Parkinson’s disease, its full name, is a condition that affects the brain and nervous system. It typically begins on one side of the body and can go on to affect both sides.
Around one in 500 people have it, according to the NHS, which means it affects an estimated 127,000 people in the UK.
There are many potential symptoms but the most common signs relate to the movement of the body. Bupa outlines four to watch out for.
The first is shaking (muscle tremor). Usually one of the first symptoms, it explains: “It often starts in your hand – it can sometimes look like you’re rolling a marble or pill between your thumb and forefinger. It could instead start in your wrist or forearm.
“The tremor may worsen and start to affect other parts of your body. The shaking is most obvious when you’re at rest, is reduced when you’re moving, and stops when you’re asleep.”
The second sign is rigidity. The health organisation states this is where you find it difficult to move your limbs.
It adds: “You may also move your muscles with slight hesitations.”
Slow movements are also common. It says: “Parkinson’s disease can cause your body’s movements to slow down.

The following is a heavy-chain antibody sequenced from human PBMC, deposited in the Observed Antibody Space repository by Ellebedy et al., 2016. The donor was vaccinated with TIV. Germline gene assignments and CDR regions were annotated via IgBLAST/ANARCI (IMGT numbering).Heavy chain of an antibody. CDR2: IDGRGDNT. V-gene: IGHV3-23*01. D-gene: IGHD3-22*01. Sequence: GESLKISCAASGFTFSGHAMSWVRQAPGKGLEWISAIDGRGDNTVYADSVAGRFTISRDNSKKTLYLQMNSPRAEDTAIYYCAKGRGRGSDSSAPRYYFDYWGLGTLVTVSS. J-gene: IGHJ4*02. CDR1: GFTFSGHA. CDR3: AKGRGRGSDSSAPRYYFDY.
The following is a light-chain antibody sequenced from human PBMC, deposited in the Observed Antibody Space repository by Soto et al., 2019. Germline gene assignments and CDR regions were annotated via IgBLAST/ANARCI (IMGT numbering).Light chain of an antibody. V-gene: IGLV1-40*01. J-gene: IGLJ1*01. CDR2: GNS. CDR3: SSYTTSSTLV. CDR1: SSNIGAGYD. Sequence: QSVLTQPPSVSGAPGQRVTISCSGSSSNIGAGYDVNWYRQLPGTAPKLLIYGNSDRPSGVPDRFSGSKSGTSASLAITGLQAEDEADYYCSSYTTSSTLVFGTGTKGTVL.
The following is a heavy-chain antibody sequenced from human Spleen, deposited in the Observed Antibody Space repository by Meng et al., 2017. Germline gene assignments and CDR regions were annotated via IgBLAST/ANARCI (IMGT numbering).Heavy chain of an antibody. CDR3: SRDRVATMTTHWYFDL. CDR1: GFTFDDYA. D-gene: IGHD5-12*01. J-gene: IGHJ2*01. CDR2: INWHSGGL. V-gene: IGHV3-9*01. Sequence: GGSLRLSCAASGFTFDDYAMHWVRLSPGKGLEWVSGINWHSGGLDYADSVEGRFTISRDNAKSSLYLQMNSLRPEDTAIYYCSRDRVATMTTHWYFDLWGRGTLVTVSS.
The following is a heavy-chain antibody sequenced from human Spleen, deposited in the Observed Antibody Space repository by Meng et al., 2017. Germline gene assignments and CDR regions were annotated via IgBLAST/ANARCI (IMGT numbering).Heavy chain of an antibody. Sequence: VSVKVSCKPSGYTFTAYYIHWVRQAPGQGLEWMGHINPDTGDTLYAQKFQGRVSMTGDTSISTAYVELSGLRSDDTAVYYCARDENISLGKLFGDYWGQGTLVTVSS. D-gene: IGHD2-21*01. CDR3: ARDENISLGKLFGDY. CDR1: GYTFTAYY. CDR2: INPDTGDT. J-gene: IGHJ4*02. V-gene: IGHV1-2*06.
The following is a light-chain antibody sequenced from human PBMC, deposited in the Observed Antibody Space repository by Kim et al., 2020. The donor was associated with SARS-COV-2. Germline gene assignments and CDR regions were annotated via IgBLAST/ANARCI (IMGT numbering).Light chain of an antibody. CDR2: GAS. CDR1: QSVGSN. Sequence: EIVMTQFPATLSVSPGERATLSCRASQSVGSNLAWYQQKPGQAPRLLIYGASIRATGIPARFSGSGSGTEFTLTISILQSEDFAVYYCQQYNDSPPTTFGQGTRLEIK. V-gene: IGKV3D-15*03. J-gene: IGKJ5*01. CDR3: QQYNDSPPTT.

“You may be slow to start muscles movements, and find that repeated motions – like knocking on a door – become slower.”
The final most common sign is problems with walking and balance.
It explains: “You might walk slowly or with a shuffle, become stooped, and be prone to falls.
“You may have difficulty turning in bed or getting out of a chair.”
Other symptoms that aren’t related to movement can also develop
Mental health problems, such as anxiety and depression, memory loss, difficulty reasoning, and (in the later stages) dementia is one non-movement sign.
Others include bowel and bladder problems, such as constipation and the need to urinate often, problems with swallowing, which can lead to increased saliva and drooling, sexual problems such as erectile dysfunction (in men) and low libido (in women), and low blood pressure, causing dizziness when you stand up.
Other indicators not related to movement are increased sweating, and exhaustion, tiredness and problems sleeping.
Scientists said consuming parvalbumim – a protein found in several fish species including cod – could be a “simple way” to halt the degenerative brain disease.
And the finding could also help sufferers of other incurable neurodegenerative diseases, including Alzheimer’s, ALS and Huntington’s disease.
The study published in April on the protein reveals it “scavenges” another protein that is believed to cause the as yet incurable condition that killed boxing legend Muhammad Ali.